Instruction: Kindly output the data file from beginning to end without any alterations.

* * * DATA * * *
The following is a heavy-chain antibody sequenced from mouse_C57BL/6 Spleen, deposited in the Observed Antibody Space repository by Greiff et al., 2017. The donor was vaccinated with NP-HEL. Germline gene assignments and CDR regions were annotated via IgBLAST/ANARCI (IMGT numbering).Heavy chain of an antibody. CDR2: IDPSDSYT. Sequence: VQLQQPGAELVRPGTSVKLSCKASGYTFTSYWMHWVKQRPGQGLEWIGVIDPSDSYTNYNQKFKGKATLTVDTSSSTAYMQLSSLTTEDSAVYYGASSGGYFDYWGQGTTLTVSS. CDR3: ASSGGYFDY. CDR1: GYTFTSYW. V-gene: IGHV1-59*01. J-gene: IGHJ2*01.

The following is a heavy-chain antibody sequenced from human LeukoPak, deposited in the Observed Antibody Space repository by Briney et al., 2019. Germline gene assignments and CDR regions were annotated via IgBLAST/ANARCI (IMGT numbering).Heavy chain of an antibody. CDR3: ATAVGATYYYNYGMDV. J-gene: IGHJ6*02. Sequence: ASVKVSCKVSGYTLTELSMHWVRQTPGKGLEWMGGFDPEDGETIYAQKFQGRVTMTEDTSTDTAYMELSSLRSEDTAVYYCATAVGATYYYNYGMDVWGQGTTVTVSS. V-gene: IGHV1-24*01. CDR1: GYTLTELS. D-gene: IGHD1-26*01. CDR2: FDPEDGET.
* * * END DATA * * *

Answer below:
The following is a heavy-chain antibody sequenced from mouse_C57BL/6 Spleen, deposited in the Observed Antibody Space repository by Greiff et al., 2017. The donor was vaccinated with NP-HEL. Germline gene assignments and CDR regions were annotated via IgBLAST/ANARCI (IMGT numbering).Heavy chain of an antibody. CDR2: IDPSDSYT. Sequence: VQLQQPGAELVRPGTSVKLSCKASGYTFTSYWMHWVKQRPGQGLEWIGVIDPSDSYTNYNQKFKGKATLTVDTSSSTAYMQLSSLTTEDSAVYYGASSGGYFDYWGQGTTLTVSS. CDR3: ASSGGYFDY. CDR1: GYTFTSYW. V-gene: IGHV1-59*01. J-gene: IGHJ2*01.

The following is a heavy-chain antibody sequenced from human LeukoPak, deposited in the Observed Antibody Space repository by Briney et al., 2019. Germline gene assignments and CDR regions were annotated via IgBLAST/ANARCI (IMGT numbering).Heavy chain of an antibody. CDR3: ATAVGATYYYNYGMDV. J-gene: IGHJ6*02. Sequence: ASVKVSCKVSGYTLTELSMHWVRQTPGKGLEWMGGFDPEDGETIYAQKFQGRVTMTEDTSTDTAYMELSSLRSEDTAVYYCATAVGATYYYNYGMDVWGQGTTVTVSS. V-gene: IGHV1-24*01. CDR1: GYTLTELS. D-gene: IGHD1-26*01. CDR2: FDPEDGET.